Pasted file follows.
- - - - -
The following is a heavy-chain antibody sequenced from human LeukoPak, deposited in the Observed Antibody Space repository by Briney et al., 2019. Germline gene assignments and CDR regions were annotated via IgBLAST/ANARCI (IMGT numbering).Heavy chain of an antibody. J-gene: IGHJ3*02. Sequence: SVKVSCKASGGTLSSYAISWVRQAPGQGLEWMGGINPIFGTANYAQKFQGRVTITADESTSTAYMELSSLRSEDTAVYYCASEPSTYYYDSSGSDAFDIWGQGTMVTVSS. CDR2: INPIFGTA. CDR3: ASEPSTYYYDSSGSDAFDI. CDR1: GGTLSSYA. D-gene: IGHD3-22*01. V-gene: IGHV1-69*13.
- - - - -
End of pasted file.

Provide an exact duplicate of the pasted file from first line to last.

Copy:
The following is a heavy-chain antibody sequenced from human LeukoPak, deposited in the Observed Antibody Space repository by Briney et al., 2019. Germline gene assignments and CDR regions were annotated via IgBLAST/ANARCI (IMGT numbering).Heavy chain of an antibody. J-gene: IGHJ3*02. Sequence: SVKVSCKASGGTLSSYAISWVRQAPGQGLEWMGGINPIFGTANYAQKFQGRVTITADESTSTAYMELSSLRSEDTAVYYCASEPSTYYYDSSGSDAFDIWGQGTMVTVSS. CDR2: INPIFGTA. CDR3: ASEPSTYYYDSSGSDAFDI. CDR1: GGTLSSYA. D-gene: IGHD3-22*01. V-gene: IGHV1-69*13.